Agreement of cooperation between AFS International and EFIL
Still keeping their unique identity and purpose, AFS International Programs and the European Federation for Intercultural Learning decided to cooperate in 1985 by setting up a Joint Office in Brussels – “J.O.B.”. They were to manage AFS and EFIL activities and be a support center for the EURAFME region (Europe, Africa and the Mediterranean) and help the strengthening of existing programmes and the development of new ones. “… Acknowledging that their activities are mutually beneficial, both AFS and EFIL agree to cooperate at all times with full information in support of the programmes and activities of the two organisations…” – Agreement of Cooperation, 1984 Philip Den Ouden filled the first position as Head of Joint Office, which meant being both Secretary General of EFIL and AFS Regional Vice President of the EURAFME region. The cooperation between AFS and EFIL via the Joint Office in Brussels was discontinued in 1989, after the new agreements on AFS Partnerships.
As a result of the 1983 Colloquium on North-South Dialogue, a “North-South Committee” was established with the purpose to implement the initiatives made at the Colloquium of 1983, expand the number of partner countries in Africa, establish a funding strategy and develop alternative programme models.“ This led to the establishment of the Africa Desk in May 1986, situated in Rome. This cooperation between EFIL and the Joint Office Brussels (J.O.B.) aimed to design programmes in developing regions that complemented professional training in education, journalism and restoration of African art. The goal was not just to educate individual participants, but achieve a “multiplier effect”, as teachers, journalists and other professionals are ideal transmitters of cultural knowledge and professional skills.
Focus on Intercultural Learning
At the Symposium on “Intolerance in Europe” of 1980 EFIL offered a definition of intercultural education that was widely used in the following years: “a new learning situation, where learners of different cultural backgrounds are helped to see their differences as resources to draw from and to gain a greater awareness of self, rather than as deviations from established norms; one where each culture is explained in the context of other cultures, through a process that stimulates doubts about self, curiosity for others and understanding of the interaction between the two. Such a process should involve the learners intellectually as well as emotionally”. By the late 80’s “Intercultural” had become a popular term. Management courses, development projects, educational institutions, youth organisations, governments started to use it – often out of context or in situations where the issues at stake were social or economic rather than cultural. EFIL itself ran the risk of wanting to do too many things for too many people and of losing sight of its specificity. New projects were tried out for students, young workers, migrants, East-West and North-South events. None of them was very successful in terms of numbers or continuity, and the end result was that the Federation diluted its identity in an attempt to be something for everyone.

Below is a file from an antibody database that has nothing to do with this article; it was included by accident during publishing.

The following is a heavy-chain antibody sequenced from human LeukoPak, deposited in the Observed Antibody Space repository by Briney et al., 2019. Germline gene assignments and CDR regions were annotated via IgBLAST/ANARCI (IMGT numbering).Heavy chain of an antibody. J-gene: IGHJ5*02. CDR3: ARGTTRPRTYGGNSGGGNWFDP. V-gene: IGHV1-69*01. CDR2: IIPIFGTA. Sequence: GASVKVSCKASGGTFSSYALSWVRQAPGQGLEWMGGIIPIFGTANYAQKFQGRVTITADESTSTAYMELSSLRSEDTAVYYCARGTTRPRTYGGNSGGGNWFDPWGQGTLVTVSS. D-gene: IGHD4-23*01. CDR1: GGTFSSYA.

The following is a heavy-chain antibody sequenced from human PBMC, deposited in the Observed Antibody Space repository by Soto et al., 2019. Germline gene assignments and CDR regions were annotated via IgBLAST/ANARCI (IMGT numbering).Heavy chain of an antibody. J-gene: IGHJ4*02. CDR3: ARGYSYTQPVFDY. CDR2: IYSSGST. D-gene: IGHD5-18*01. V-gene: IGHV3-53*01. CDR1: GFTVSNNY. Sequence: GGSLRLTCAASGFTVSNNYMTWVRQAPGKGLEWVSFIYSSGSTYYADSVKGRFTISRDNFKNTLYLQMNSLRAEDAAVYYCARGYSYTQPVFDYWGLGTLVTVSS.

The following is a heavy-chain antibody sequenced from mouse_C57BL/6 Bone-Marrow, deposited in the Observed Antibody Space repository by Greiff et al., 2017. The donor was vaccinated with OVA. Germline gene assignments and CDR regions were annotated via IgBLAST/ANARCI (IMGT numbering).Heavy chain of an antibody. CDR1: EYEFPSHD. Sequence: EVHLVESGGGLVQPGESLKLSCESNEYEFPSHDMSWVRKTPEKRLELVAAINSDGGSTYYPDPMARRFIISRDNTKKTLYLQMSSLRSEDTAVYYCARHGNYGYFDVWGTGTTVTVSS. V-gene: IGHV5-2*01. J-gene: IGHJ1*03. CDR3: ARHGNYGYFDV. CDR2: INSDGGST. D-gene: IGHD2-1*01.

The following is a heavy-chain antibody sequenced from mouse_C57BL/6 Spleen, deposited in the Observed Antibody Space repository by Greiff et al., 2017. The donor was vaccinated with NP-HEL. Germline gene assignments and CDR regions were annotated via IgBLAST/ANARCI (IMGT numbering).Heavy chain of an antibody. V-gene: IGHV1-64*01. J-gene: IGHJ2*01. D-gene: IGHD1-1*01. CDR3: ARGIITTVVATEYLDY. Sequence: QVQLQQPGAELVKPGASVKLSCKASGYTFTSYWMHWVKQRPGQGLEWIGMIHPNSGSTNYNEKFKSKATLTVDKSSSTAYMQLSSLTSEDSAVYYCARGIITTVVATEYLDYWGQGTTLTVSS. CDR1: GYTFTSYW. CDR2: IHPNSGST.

1981: Colloquium on Intercultural Education in Strasbourg
The 1980s saw a series of important seminars by EFIL, often taking place at the Youth Centre in Strasbourg. The Colloquium on “Cultural Literacy and Intercultural Communication” in 1981 initiated the research focus of EFIL on the preparation for life in another culture. This was conducted both through the collection of material related to the orientations for young people who go abroad for educational purposes, and through a cycle of seminars on the same topic.
1983: Colloquium on North-South Dialogue in Ouagadougou: “Tombouctou ‘83”
57 educators from 31 countries in Africa and Europe and 9 international organisations met for a week in Ouagadougou to discuss whether youth exchanges could be organised between Africa and Europe on the premise of mutual respect, equal sharing and joint management. The Colloquium was the third and last in a series of seminars starting in 1982 with the theme of “The Cultural Dimension of the North-South Dialogue”. The intention of all three seminars was to provide a different approach to the North-South relationship by giving attention to a better understanding between African and European cultures.
1985: Colloquium on “Common values for human kind?” in Strasbourg
In an effort to raise the European profile of EFIL, a Colloquium was arranged with the theme “Common values for humankind?”. The question on the agenda was “…how to preserve the wide diversity of the world and to reinforce local cultural identities, while international organisations, trans-national business, the media and even the increasing mobility of people seem to lead to the opposite result. Some say that without a much greater degree of similarity among the different societies and cultures of the world, real peace and world harmony is not attainable. Does this mean that world peace and cultural diversity are in conflict with each other?” – The Colloquium ended with a statement against cultural relativism in favour of a shared vision of the future.
You shall not blow up the earth
You shall not pollute waters and skies
You shall not destroy forests, mountains and deserts
You shall not exploit your fellow human beings
You shall not forget your memories, but make them
compatible with the memories of others.